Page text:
2) Mathematics: Between age two and three years children know that when one candy is taken away from two candies, one candy is left. Similarly, they know that when one candy is added to two candies, there should be three candies altogether. Roll a number cube with your child and have them match the number of spot on ladybug to the number of spots on the cube. This will help them build a foundation for 1:1 correspondance of numbers.


Let's Talk about the Grouchy Ladybug

Website full of resources and ideas to use with this book

Ideas for Using the Grouchy Ladybug in the Classroom

Tuesday, October 12, 2010


Introducing Wonderopolis...the National Centre for Family Literacy's (NCFL) latest contribution to family literacy. Wonderopolis is a place where parents nurture a brighter world for their children through discovery, creativity, learning and imagination.

Wonderopolis is new website that offers families a Wonder of the Day. Each day. Every day. Educational success comes from a little learning every day. And now, NCFL helps bring learning into the home on a daily basis in bite-size bits that fit into everyday life.

Each Wonder of the Day sparks parents to ignite their child’s curiosity and love of learning.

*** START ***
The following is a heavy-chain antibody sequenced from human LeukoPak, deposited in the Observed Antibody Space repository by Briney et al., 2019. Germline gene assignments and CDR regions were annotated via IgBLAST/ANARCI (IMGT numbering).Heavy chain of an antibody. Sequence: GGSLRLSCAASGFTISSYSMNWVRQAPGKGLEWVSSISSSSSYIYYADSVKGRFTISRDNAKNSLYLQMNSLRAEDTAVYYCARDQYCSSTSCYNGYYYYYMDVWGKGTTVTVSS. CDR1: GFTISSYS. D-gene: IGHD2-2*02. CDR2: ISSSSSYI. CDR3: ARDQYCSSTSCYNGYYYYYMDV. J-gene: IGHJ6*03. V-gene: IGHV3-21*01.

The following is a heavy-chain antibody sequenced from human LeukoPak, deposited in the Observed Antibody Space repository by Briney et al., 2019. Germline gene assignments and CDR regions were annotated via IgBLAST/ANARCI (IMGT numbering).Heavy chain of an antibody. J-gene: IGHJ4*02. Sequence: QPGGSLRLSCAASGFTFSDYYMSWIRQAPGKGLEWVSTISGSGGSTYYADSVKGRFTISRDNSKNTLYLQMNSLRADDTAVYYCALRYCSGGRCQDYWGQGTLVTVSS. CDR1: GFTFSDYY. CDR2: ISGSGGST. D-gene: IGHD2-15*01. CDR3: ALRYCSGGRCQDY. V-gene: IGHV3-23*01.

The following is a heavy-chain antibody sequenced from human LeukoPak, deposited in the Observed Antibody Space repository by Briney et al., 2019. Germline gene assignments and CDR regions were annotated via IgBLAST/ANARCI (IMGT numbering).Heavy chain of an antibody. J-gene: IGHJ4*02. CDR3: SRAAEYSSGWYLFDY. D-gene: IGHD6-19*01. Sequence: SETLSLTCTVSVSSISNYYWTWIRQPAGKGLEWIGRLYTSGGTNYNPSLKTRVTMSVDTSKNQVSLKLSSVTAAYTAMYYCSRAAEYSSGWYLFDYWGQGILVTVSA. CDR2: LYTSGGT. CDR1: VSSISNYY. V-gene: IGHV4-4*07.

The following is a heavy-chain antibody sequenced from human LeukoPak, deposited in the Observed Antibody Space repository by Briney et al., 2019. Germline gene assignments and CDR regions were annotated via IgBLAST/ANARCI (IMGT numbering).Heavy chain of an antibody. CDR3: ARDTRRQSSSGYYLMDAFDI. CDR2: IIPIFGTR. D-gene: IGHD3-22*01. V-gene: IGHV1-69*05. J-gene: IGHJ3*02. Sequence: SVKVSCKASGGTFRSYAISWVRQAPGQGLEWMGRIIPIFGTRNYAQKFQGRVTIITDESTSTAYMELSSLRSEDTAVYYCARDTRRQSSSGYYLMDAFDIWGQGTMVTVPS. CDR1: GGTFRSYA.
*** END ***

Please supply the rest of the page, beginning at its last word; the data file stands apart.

• Have you ever wondered why flamingos are pink?
• Have you ever wondered what ice cream headaches are really all about?
• Have you ever wondered why bees buzz?

Visit www.wonderopolis.org to find out!

Friday, October 8, 2010

The Old Lady is Indulging Again...

I Know An Old Lady Who Swallowed a Pie by Alison Jackson is a cumulative book that mirrors the story I Know an Old Lady Who Swallowed a Fly. This book differs in that it is centred around the traditional Thanksgiving meal.

Remember to explain the rich vocabulary offered along with the rich foods in this story to your child.

Here is a video of a boy reading the story.

Here is a link to the words in the story so you can recite it without the book.

Enjoy the long weekend! Don't eat as much as the old lady!

Thursday, October 7, 2010

Terrific Turkey Book

10 Fat Turkeys by Tony Johnston isn't really a Thanksgiving book in itself, but I am featuring it this week because many families will sit down and enjoy a tasty turkey feast this weekend. This simple subtraction book counts down from 10 to 0 turkeys with funny rhyming text and playful illustrations.

Here is an example of a kit created to link math and literature which uses this book: